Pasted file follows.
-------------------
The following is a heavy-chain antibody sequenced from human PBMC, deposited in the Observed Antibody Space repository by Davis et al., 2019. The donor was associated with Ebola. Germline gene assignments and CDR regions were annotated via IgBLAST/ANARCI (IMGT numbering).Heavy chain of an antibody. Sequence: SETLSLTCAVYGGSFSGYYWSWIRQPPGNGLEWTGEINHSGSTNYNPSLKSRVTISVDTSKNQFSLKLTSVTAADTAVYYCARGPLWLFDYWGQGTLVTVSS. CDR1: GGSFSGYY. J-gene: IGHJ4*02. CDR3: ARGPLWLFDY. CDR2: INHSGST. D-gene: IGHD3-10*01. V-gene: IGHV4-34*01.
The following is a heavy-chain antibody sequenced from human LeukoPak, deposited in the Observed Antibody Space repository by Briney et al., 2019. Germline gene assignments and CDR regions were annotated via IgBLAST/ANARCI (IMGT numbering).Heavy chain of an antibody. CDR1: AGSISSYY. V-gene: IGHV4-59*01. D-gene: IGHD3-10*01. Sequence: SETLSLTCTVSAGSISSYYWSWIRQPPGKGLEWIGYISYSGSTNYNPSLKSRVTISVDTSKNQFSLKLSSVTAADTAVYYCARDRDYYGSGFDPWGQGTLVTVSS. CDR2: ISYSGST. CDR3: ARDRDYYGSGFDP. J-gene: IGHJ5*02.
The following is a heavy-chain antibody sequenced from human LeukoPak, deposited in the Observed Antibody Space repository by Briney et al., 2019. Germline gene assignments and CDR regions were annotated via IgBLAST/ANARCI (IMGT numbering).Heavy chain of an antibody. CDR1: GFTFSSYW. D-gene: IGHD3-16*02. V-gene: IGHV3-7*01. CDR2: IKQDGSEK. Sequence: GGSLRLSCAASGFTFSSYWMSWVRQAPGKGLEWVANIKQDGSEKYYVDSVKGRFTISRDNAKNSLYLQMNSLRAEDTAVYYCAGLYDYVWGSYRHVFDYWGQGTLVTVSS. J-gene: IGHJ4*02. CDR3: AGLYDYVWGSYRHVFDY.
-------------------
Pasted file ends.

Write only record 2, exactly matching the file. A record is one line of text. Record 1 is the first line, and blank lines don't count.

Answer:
The following is a heavy-chain antibody sequenced from human LeukoPak, deposited in the Observed Antibody Space repository by Briney et al., 2019. Germline gene assignments and CDR regions were annotated via IgBLAST/ANARCI (IMGT numbering).Heavy chain of an antibody. CDR1: AGSISSYY. V-gene: IGHV4-59*01. D-gene: IGHD3-10*01. Sequence: SETLSLTCTVSAGSISSYYWSWIRQPPGKGLEWIGYISYSGSTNYNPSLKSRVTISVDTSKNQFSLKLSSVTAADTAVYYCARDRDYYGSGFDPWGQGTLVTVSS. CDR2: ISYSGST. CDR3: ARDRDYYGSGFDP. J-gene: IGHJ5*02.